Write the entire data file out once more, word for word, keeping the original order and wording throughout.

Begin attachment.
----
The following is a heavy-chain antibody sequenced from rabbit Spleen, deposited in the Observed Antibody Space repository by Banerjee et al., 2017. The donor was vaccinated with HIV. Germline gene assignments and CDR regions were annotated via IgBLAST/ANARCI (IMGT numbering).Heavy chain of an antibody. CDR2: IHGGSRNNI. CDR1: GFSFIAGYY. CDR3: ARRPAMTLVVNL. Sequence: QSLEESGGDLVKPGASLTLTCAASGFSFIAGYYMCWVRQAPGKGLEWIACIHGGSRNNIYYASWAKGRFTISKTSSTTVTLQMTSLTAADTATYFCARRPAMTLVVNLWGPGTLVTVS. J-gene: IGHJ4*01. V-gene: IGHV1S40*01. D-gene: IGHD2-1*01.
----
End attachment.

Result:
The following is a heavy-chain antibody sequenced from rabbit Spleen, deposited in the Observed Antibody Space repository by Banerjee et al., 2017. The donor was vaccinated with HIV. Germline gene assignments and CDR regions were annotated via IgBLAST/ANARCI (IMGT numbering).Heavy chain of an antibody. CDR2: IHGGSRNNI. CDR1: GFSFIAGYY. CDR3: ARRPAMTLVVNL. Sequence: QSLEESGGDLVKPGASLTLTCAASGFSFIAGYYMCWVRQAPGKGLEWIACIHGGSRNNIYYASWAKGRFTISKTSSTTVTLQMTSLTAADTATYFCARRPAMTLVVNLWGPGTLVTVS. J-gene: IGHJ4*01. V-gene: IGHV1S40*01. D-gene: IGHD2-1*01.